April Fools

April Fools’ Day dates to 1582, with Pope Gregory XIII’s announcement of calendar reforms that would replace the Julian calendar, which incorrectly calculated the average solar year. The new Gregorian calendar moved the new year to January 1, rather than the Julian’s calendar’s spring equinox (around April 1), and people who refused to recognize January 1 as the start of the new year (mostly Protestants and Eastern Orthodox Christians) were called “April fools.” Today, the Gregorian calendar is used in most parts of the world. Clearly, the pope was much more of an “influencer” nearly 450 years ago than he is today.

This April Fools’ Day weekend found us reflecting on fools. Former President Donald Trump, for example, faces multiple charges of falsifying business records, including at least one felony offense, and is reportedly preparing to face reality next week. Meanwhile, a chipper-sounding Pope Francis was discharged Saturday from the Rome hospital where he was treated for bronchitis, quipping to journalists before being driven away that he’s “still alive.” Although no one’s fool, the pope nonetheless faced reality when, as he prepared to leave the hospital, comforted a Rome couple whose 5-year-old daughter died Friday night, holding the child’s mother close and whispering words of comfort.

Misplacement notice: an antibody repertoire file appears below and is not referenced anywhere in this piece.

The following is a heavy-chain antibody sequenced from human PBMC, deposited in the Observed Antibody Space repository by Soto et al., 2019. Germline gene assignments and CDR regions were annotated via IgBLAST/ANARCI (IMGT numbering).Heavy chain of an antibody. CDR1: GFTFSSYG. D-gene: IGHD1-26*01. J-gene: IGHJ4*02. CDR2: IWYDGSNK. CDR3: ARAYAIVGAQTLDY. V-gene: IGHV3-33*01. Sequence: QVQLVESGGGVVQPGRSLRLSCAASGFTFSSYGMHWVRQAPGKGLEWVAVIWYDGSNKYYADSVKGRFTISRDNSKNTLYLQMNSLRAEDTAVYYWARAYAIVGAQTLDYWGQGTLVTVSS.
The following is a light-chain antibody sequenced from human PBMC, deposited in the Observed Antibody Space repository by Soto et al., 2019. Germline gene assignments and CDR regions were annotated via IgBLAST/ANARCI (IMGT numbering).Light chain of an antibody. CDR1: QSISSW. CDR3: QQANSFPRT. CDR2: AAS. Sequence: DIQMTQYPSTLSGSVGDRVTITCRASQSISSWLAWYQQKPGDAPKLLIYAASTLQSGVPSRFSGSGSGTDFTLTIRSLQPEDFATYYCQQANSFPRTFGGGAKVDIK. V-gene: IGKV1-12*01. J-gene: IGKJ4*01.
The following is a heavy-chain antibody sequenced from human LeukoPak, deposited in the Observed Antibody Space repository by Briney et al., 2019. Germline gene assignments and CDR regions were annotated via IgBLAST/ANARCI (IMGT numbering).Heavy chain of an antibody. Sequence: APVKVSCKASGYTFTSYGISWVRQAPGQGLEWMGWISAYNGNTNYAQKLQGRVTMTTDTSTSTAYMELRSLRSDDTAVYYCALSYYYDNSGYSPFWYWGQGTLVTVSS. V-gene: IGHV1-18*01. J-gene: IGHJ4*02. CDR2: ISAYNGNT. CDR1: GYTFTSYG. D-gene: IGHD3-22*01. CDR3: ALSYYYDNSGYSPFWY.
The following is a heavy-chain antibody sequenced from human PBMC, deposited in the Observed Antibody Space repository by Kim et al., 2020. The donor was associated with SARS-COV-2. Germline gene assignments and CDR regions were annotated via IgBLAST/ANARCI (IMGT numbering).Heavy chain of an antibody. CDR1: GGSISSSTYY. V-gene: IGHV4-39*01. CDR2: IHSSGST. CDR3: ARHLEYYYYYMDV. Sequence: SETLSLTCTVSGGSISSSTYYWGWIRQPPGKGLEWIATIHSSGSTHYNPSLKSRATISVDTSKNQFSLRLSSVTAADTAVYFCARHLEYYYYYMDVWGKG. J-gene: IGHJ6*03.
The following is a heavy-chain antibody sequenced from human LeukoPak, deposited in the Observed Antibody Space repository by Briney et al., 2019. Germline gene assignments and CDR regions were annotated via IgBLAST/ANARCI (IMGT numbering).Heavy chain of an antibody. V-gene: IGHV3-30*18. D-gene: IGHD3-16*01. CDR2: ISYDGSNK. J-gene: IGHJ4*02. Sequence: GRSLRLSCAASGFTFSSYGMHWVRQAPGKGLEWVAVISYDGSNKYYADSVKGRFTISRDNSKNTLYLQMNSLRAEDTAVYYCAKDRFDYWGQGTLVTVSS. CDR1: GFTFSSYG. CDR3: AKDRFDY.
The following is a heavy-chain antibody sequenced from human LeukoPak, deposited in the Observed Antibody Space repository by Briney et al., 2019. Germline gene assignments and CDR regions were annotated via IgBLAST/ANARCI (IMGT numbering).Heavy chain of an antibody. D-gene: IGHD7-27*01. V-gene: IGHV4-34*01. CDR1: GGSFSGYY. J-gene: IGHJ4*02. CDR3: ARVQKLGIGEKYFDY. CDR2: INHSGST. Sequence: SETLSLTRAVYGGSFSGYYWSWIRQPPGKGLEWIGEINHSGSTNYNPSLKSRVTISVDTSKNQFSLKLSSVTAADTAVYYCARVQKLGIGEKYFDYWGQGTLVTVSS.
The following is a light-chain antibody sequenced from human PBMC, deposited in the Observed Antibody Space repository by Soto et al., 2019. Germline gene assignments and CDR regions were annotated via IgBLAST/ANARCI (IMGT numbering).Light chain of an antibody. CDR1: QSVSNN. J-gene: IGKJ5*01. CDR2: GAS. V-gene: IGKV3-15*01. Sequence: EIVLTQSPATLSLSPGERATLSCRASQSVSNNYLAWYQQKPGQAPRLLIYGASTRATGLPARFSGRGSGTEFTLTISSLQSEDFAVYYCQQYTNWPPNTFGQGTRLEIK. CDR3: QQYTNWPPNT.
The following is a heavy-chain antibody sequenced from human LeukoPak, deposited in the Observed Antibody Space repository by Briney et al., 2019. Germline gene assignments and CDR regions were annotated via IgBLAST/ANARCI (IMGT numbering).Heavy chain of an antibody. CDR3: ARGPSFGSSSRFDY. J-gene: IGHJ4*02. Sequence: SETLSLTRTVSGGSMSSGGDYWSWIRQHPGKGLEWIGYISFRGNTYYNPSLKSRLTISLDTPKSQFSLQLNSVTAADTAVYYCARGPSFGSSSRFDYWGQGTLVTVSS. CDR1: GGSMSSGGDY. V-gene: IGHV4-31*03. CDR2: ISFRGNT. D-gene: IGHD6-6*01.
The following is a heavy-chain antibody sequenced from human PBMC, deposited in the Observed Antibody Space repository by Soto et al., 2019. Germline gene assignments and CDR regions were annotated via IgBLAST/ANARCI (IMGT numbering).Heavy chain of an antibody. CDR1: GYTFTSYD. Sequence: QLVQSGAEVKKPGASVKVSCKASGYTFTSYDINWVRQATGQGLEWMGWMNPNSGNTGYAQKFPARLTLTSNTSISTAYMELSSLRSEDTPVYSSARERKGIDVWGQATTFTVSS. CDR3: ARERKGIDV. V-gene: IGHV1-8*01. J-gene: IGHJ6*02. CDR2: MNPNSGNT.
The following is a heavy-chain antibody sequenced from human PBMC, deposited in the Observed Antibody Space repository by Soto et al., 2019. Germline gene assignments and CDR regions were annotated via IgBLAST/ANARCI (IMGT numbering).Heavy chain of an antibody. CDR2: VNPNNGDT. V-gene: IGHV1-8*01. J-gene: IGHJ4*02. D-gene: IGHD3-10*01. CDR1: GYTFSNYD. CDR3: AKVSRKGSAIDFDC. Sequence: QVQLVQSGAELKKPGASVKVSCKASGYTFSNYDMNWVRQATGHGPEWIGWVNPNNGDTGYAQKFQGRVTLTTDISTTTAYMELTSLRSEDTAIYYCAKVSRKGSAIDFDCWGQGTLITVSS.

On Saturday, we watched “The Devil Wears Prada,” the 2006 comedy-drama starring Meryl Streep as Miranda Priestly, a powerful fashion magazine editor, and Anne Hathaway as Andrea “Andy” Sachs, a college graduate who goes to New York City and lands a job as Miranda’s co-assistant. 

We revisited the film after Jon’s manager reminded him of Miranda’s withering reality check of Andrea’s fashion sense. Unfortunately, the film hasn’t worn well. Miranda’s downfall–arguably, her refusal to recognize reality, even among her most trusted colleagues–seems to be a common theme among the rich and famous.

So how do we avoid becoming April Fools? By keeping it real (whatever “real” may be).

Speaking of “real,” we really enjoyed our filet minion Omaha steaks on Date Night, although we didn’t care for the “potato au gratin” that accompanied it. On Saturday, Chef Cliff prepared a memorable “tomahawk” pork chop with sweet cob corn and ranch style beans, even though our dinner was accompanied by a rather unmemorable Grand Ole Opry performance.

Sunday found us departing quickly after brunch to avoid an approaching storm front. That’s a reality we’d rather not face, but we’d be foolish to deny.